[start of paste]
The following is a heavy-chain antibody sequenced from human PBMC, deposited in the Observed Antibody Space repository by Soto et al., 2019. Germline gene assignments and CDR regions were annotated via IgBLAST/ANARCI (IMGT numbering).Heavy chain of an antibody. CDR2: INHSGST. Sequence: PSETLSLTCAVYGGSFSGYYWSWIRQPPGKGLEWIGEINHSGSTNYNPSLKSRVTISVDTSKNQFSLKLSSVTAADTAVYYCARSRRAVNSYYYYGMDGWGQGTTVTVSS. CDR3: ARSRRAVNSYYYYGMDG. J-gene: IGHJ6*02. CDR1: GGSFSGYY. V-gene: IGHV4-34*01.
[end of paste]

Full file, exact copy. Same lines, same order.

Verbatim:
The following is a heavy-chain antibody sequenced from human PBMC, deposited in the Observed Antibody Space repository by Soto et al., 2019. Germline gene assignments and CDR regions were annotated via IgBLAST/ANARCI (IMGT numbering).Heavy chain of an antibody. CDR2: INHSGST. Sequence: PSETLSLTCAVYGGSFSGYYWSWIRQPPGKGLEWIGEINHSGSTNYNPSLKSRVTISVDTSKNQFSLKLSSVTAADTAVYYCARSRRAVNSYYYYGMDGWGQGTTVTVSS. CDR3: ARSRRAVNSYYYYGMDG. J-gene: IGHJ6*02. CDR1: GGSFSGYY. V-gene: IGHV4-34*01.